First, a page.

Monday, 18 January 2021
Brussels police are afraid that compliance with the Capital-Region’s new generalised zone 30 will fall apart once teleworking is no longer mandatory and people start driving to work in the city again.
Since it was implemented on 1 January 2021, people who live and work in Brussels have generally been respectful of the new 30 km/h speed limit, according to Jurgen De Landsheer, chief of the Brussels-Midi police zone.
“The only thing I am a bit afraid of is the moment when all those people who are currently still teleworking return to Brussels, and so-called ‘normal life’ starts up again in a few months,” he told The Brussels Times.
In that case, it might not be a question of not wanting to follow the rules, but of not knowing the rules are there, De Landsheer explained, adding that a second communication campaign directed at people not living in Brussels will be very important.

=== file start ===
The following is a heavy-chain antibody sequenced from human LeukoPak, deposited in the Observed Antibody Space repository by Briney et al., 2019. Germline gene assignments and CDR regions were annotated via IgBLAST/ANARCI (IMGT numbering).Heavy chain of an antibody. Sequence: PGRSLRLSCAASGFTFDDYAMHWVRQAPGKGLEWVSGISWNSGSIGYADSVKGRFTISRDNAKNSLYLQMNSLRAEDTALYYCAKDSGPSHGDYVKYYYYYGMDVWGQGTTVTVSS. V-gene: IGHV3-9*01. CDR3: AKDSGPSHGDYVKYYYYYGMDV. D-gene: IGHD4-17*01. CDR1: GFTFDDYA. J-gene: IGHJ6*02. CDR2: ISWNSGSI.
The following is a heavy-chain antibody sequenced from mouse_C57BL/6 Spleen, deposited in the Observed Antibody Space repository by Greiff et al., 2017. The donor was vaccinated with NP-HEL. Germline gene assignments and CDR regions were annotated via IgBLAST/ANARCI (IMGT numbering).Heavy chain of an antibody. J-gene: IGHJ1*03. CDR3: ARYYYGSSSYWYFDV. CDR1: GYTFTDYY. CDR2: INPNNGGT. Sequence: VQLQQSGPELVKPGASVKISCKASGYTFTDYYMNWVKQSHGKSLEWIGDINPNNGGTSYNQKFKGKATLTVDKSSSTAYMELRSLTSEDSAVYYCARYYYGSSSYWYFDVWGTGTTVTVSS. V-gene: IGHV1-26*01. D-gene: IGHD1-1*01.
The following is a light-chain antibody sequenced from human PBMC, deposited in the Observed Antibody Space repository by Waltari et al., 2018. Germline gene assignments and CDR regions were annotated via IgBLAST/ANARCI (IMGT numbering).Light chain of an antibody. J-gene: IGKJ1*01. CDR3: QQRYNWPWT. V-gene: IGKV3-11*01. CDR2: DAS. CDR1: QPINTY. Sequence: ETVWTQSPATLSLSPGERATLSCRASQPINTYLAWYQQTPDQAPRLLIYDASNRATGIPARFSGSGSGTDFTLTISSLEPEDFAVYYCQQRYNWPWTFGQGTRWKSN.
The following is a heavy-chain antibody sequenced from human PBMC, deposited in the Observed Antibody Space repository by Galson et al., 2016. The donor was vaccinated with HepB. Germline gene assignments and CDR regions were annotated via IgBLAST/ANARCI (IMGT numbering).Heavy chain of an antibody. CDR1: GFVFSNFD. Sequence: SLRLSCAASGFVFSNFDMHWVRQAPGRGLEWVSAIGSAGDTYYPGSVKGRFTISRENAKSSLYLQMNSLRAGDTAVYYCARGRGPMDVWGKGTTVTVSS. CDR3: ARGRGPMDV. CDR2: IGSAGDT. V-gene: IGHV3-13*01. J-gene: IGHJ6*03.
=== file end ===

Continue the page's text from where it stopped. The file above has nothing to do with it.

This is one of the many reasons that raising awareness of the change in rules will remain a large part of Brussels’ zone 30 for some time to come, confirmed Brussels’ Mobility Minister Elke Van den Brandt, who underlined that large online and radio campaigns are already ongoing.
“However, a road sign with ‘Zone 30’ is understandable in all languages,” she said. “Additionally, new infrastructure such as extra speed bumps will also invite people to automatically drive more slowly.”
“The police would like to avoid having to fine people who just do not know that the rules have changed,” he said. “It would be a pity, and above all, that is certainly not the intention.”
The aim of the zone 30 – which limits the speed to 30 km/h across the entire Region, unless indicated otherwise – is to make Brussels as safe as possible for everyone by having a lower speed limit, not to hand out as many fines as police officers can handle.
It is still too early to have useful figures to draw conclusions from after only two weeks, according to De Landsheer, but police officers on the road notice that people are driving slower
“I certainly have the impression that people are complying,” he said, “but we also have to make sure that the message gets through to people who only come here sporadically.”
The Brussels Times